In some potential good news for Orange County’s charter cities, four San Diego County cities just filed a lawsuit seeking to strike down a new state law that would strong-arm charter cities into paying “prevailing wages” to workers on public works projects starting in 2015.
The suit targets Senate Bill 7, signed into law by Gov. Jerry Brown last October, which was an overt attempt to impose the state’s will on charter cities. Unlike general law cities, charter cities are governed by voter-approved charters granting policymakers flexibility on issues like wages.
SB7 was a cynical legislative response to a 2012 State Supreme Court ruling rejecting a construction trade union’s complaint against Vista, one of the four charter city plaintiffs in the new lawsuit, seeking to require that city to pay prevailing wages on public projects.
Had Vista lost that court ruling, it “would have limited the means of charter cities … to efficiently deliver to citizens and businesses a range of needed public safety, park, and other facilities,” according to a city press release at the time, as it would have “required [taxpayers] to pay the highest possible wages to build their municipal facilities.”
True to form, that’s exactly what Gov. Brown and the legislature aimed to do with SB7: take away charter cities’ fiscal autonomy as a gesture to labor unions.
And SB7 would not do this through an overt mandate, but rather through forcing charter cities to “choose” to either pay prevailing wages on construction projects or lose all state funding and financial support for roads and other public works projects.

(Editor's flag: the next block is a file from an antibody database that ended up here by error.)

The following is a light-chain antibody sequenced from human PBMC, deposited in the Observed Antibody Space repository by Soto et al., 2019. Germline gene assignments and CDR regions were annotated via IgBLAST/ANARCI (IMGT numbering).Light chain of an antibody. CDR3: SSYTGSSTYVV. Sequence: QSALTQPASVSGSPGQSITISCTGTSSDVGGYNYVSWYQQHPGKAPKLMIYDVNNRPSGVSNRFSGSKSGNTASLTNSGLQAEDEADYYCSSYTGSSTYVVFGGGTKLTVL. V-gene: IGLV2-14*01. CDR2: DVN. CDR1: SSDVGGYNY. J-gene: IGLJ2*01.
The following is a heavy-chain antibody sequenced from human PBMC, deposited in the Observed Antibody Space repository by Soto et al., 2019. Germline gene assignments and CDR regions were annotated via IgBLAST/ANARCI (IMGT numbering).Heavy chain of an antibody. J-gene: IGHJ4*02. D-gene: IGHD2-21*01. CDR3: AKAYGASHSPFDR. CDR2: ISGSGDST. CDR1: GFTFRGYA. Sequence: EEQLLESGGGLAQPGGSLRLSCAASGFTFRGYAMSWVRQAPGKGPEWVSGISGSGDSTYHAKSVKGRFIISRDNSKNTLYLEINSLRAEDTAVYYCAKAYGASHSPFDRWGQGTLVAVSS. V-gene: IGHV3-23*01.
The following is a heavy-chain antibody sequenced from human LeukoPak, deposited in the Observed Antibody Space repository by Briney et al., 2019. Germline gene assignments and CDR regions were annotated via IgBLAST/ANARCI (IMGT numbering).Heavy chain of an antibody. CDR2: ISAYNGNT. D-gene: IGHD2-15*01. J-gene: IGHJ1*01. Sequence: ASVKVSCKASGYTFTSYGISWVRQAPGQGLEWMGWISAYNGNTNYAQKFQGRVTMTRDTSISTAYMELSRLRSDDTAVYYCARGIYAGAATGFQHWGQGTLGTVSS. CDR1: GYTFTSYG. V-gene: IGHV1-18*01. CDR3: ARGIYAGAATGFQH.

Worse, SB7 sets a horrible precedent as a major erosion of local self-rule in California. Voters in charter cities – like Anaheim, Buena Park, Cypress, Huntington Beach, Irvine, Los Alamitos, Newport Beach, Placentia, Santa Ana and Seal Beach – proactively enacted measures to give themselves flexibility in governance and get themselves out from under the thumb of the state on matters like pay, contracting and pensions.
Given the ongoing fiscal challenges and uncertainties facing governments, local flexibility matters a lot. Look no further than Costa Mesa, where prevailing wage mandates played a high-profile role in the 2012 ballot measure on charter status.
The measure failed amid a well-funded opposition campaign led by public employee and construction trade unions that outspent charter proponents 10-to-1. The issue is very likely to return in 2014, as a committee is preparing a revamped draft charter to present to the city council later this month (it would go before voters if approved).
Costa Mesa’s pension obligations are a key reason why charter proponents are again seeking local control over fiscal matters, despite the 2012 loss.
The city’s annual contribution to government employees’ pensions now accounts for roughly 15 percent of its general fund spending, and it faces a massive $228 million unfunded pension liability that must be paid. A 2012 report by Dr. Joe Nation at the Stanford Institute for Economic Policy Research found that charter cities Anaheim and Newport Beach faced similarly large unfunded pension liabilities, at $648 million and $257 million, respectively.
For these and other charter cities, it would be illogical to overspend on public works projects due to artificially inflated wages if they could pay lower market rates and use those savings in other areas of the budget, like shoring up underfunded pension plans.
They should hope that their peers in San Diego County are successful in their lawsuit. State policymakers need to stop seeking ways to elevate the interests of organized labor over the expressed desire of local voters for self-rule and fiscal autonomy.
Leonard Gilroy is director of government reform at Reason Foundation. This article originally appeared in the Orange County Register.